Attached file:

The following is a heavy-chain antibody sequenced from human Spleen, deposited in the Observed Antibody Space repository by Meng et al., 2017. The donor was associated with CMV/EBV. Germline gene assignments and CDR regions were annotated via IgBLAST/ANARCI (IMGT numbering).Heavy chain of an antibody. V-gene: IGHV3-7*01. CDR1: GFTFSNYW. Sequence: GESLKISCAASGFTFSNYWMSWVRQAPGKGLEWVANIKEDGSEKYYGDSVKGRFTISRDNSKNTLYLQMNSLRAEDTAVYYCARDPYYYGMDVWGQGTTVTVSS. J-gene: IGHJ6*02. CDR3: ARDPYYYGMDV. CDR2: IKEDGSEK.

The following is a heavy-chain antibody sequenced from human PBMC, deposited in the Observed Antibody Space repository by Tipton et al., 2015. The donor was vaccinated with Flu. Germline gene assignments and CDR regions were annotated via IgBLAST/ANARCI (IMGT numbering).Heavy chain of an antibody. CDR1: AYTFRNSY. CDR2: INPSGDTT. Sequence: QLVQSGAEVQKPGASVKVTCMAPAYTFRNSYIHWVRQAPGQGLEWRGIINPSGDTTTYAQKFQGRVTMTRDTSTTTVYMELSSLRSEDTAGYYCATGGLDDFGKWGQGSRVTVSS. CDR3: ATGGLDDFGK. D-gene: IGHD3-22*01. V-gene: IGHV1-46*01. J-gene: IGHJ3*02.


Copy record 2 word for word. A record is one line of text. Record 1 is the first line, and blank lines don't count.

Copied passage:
The following is a heavy-chain antibody sequenced from human PBMC, deposited in the Observed Antibody Space repository by Tipton et al., 2015. The donor was vaccinated with Flu. Germline gene assignments and CDR regions were annotated via IgBLAST/ANARCI (IMGT numbering).Heavy chain of an antibody. CDR1: AYTFRNSY. CDR2: INPSGDTT. Sequence: QLVQSGAEVQKPGASVKVTCMAPAYTFRNSYIHWVRQAPGQGLEWRGIINPSGDTTTYAQKFQGRVTMTRDTSTTTVYMELSSLRSEDTAGYYCATGGLDDFGKWGQGSRVTVSS. CDR3: ATGGLDDFGK. D-gene: IGHD3-22*01. V-gene: IGHV1-46*01. J-gene: IGHJ3*02.